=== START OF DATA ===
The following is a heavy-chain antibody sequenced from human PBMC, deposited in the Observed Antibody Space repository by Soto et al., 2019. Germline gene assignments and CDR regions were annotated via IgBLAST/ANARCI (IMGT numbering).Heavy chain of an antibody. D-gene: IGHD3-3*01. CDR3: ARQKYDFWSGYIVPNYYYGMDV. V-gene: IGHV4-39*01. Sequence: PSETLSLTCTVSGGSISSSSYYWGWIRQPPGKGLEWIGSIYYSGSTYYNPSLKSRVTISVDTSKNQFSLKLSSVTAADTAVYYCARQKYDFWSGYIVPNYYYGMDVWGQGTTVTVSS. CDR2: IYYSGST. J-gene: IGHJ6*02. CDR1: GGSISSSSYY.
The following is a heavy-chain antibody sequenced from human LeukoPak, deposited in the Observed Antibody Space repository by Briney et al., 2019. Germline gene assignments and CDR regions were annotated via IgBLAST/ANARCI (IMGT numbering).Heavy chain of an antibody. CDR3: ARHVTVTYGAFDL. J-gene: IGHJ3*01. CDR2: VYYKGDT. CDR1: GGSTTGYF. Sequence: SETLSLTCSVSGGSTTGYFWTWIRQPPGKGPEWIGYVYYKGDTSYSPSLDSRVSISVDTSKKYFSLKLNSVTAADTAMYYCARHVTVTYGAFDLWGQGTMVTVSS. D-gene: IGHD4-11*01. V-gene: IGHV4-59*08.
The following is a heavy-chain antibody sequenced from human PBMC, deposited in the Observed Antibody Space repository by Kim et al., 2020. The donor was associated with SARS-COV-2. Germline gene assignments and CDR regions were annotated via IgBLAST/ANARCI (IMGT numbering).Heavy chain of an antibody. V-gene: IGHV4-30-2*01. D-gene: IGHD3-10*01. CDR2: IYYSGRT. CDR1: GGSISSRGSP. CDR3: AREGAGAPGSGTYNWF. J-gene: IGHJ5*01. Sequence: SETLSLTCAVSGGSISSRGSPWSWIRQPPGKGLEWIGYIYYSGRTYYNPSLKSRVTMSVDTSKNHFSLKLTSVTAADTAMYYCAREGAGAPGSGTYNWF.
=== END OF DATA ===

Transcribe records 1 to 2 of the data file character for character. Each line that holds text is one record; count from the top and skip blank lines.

The following is a heavy-chain antibody sequenced from human PBMC, deposited in the Observed Antibody Space repository by Soto et al., 2019. Germline gene assignments and CDR regions were annotated via IgBLAST/ANARCI (IMGT numbering).Heavy chain of an antibody. D-gene: IGHD3-3*01. CDR3: ARQKYDFWSGYIVPNYYYGMDV. V-gene: IGHV4-39*01. Sequence: PSETLSLTCTVSGGSISSSSYYWGWIRQPPGKGLEWIGSIYYSGSTYYNPSLKSRVTISVDTSKNQFSLKLSSVTAADTAVYYCARQKYDFWSGYIVPNYYYGMDVWGQGTTVTVSS. CDR2: IYYSGST. J-gene: IGHJ6*02. CDR1: GGSISSSSYY.
The following is a heavy-chain antibody sequenced from human LeukoPak, deposited in the Observed Antibody Space repository by Briney et al., 2019. Germline gene assignments and CDR regions were annotated via IgBLAST/ANARCI (IMGT numbering).Heavy chain of an antibody. CDR3: ARHVTVTYGAFDL. J-gene: IGHJ3*01. CDR2: VYYKGDT. CDR1: GGSTTGYF. Sequence: SETLSLTCSVSGGSTTGYFWTWIRQPPGKGPEWIGYVYYKGDTSYSPSLDSRVSISVDTSKKYFSLKLNSVTAADTAMYYCARHVTVTYGAFDLWGQGTMVTVSS. D-gene: IGHD4-11*01. V-gene: IGHV4-59*08.